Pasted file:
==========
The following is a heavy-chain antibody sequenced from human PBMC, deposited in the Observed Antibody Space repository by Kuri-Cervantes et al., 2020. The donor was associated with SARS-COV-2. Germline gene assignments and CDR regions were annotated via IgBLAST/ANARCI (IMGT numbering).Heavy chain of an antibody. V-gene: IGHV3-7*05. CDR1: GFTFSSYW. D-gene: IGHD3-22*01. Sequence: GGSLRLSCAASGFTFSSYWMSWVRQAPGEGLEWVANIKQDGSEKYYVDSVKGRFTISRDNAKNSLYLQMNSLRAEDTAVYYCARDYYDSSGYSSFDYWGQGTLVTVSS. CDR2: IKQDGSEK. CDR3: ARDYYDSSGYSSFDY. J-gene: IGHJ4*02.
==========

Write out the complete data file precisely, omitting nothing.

The following is a heavy-chain antibody sequenced from human PBMC, deposited in the Observed Antibody Space repository by Kuri-Cervantes et al., 2020. The donor was associated with SARS-COV-2. Germline gene assignments and CDR regions were annotated via IgBLAST/ANARCI (IMGT numbering).Heavy chain of an antibody. V-gene: IGHV3-7*05. CDR1: GFTFSSYW. D-gene: IGHD3-22*01. Sequence: GGSLRLSCAASGFTFSSYWMSWVRQAPGEGLEWVANIKQDGSEKYYVDSVKGRFTISRDNAKNSLYLQMNSLRAEDTAVYYCARDYYDSSGYSSFDYWGQGTLVTVSS. CDR2: IKQDGSEK. CDR3: ARDYYDSSGYSSFDY. J-gene: IGHJ4*02.